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Save Soc. Sec. for Later, When You Need It Most

Tim Maurer, Director of Personal Finance

I think we’ve been looking at Social Security retirement benefits all wrong. In the long-running debate about when to take Social Security — as early as age 62 or as late as age 70 — the focus has been on timing your claim to get the most money, in total, out of the social safety net.

This is a circular argument that will never be fully decided until the Social Security recipient in question dies. So let’s shift the focus from the question “How do we get the most out of Social Security?” to “How do we get Social Security when we need it most?”

Simply put, you’re more likely to run out of money at the end of retirement than at the beginning.

Behavioral science explains why we are all so prone to preferring money today over tomorrow. It’s called “hyperbolic discounting,” and behavioral economists plead that we meaningfully overvalue money now, unfairly discounting money later.

But the risk of making less money in your early retirement years is dwarfed in comparison to the risks of longevity and inflation in the latter stages of retirement. And the probability you will outlive your money meaningfully decreases if you wait to take Social Security.

Prove it!

Let me show you through an example that, while hypothetical, is no doubt close to reality for many.

We’ll consider three couples, the Earlies, the Fullers and the Laters. Each couple:

  • Retires with $1 million in tax-deferred retirement savings.
  • Has an identical 50 percent equity, 50 percent fixed-income portfolio.
  • Has a pretax retirement income need of $90,000 per year.
  • Will supplement their Social Security income with the retirement savings necessary to fulfill their income needs.
  • Includes one household member who will receive the maximum in Social Security benefits and one who will receive 50 percent of the maximum.

The only difference is that the Earlies retire and begin taking Social Security retirement benefits at 62, the Fullers at 67 and the Laters at 70.

This hypothetical case study is designed to result in an academic probability that each couple will not run out of money, and applies more than 3,000 iterations of randomized historical market returns for the respective retirees’ portfolio allocations.

Then, we show the likelihood that each couple will have at least one dollar left in retirement savings at the end of four different time periods — 20, 25, 30 and 35 years into retirement.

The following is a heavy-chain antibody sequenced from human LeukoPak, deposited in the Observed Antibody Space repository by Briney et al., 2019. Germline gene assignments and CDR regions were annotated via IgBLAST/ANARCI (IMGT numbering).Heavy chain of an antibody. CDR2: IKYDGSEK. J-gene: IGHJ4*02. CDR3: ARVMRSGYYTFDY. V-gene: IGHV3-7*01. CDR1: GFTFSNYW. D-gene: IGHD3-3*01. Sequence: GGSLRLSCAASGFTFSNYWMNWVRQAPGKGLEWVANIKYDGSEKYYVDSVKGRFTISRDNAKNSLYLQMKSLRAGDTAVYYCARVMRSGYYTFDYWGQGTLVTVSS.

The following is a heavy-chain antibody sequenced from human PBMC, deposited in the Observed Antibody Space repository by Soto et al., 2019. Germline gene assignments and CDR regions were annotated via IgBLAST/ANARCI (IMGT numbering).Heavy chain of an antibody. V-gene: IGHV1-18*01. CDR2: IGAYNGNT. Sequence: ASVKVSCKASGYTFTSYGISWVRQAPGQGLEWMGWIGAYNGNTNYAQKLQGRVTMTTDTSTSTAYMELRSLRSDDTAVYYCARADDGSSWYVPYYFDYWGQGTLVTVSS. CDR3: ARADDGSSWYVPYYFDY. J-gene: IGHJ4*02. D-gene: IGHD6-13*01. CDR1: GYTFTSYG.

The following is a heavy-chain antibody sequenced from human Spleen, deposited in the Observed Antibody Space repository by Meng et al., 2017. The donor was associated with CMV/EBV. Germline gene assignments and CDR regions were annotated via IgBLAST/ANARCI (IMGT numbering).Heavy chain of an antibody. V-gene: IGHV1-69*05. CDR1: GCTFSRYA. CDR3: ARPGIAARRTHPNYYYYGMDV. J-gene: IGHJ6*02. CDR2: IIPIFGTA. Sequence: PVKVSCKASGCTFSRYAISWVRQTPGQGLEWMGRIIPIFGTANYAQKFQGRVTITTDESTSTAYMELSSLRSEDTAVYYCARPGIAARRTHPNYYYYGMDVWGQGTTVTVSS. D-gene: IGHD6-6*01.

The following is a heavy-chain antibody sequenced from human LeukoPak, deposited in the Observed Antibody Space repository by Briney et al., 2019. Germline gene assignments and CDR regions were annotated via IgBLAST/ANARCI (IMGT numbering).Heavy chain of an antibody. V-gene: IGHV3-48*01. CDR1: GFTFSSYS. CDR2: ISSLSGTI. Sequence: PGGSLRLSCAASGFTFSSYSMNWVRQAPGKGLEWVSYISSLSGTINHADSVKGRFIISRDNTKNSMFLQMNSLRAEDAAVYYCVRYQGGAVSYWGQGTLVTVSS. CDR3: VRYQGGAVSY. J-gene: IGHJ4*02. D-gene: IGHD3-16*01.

Therefore, if you see a result of 47 percent in the 25-year column of the table below, it means the couple represented still had at least one dollar left in their retirement savings at the end of that period in nearly half of the thousands of iterations run. In other words, that couple had a 47 percent chance of not running out of money 25 years into retirement. Statistically, a probability of 85 percent or better is favorable.

The findings

What did we find? If you die early enough — within 20 years of your retirement date — you have a reasonably good chance to outlive your money regardless of when you take Social Security. The Earlies hit the golf course fully five years before the Fullers, but it’s not clear that they’ve suffered for it at the 20-year mark.

At 25 years, however, there’s a greater than 50 percent chance the Earlies have run out of money and now must ask their kids to pay their greens fees. At 30 years their probability of solvency has dropped to 30 percent, and at 35 years they’re likely relying on their reduced Social Security benefit for all of their income.

Why do the Earlies fail? Because in order to meet their income needs with a reduced Social Security benefit, they put too much pressure on their portfolio to pick up the tab. They were forced to take an effective withdrawal rate of 5.62 percent in their first year of retirement.

How do the Fullers look? Pretty good. Buoyed by a Full Retirement Age (FRA) Social Security benefit and beginning with a reasonable 4 percent effective rate of withdrawal from their portfolio, at 20 and 25 years into retirement, they’re in the 90 percent-plus range. But if they plan on seeing their faces on a Smucker’s jar, their probability of success declines to 67 percent when they’re 35 years into retirement.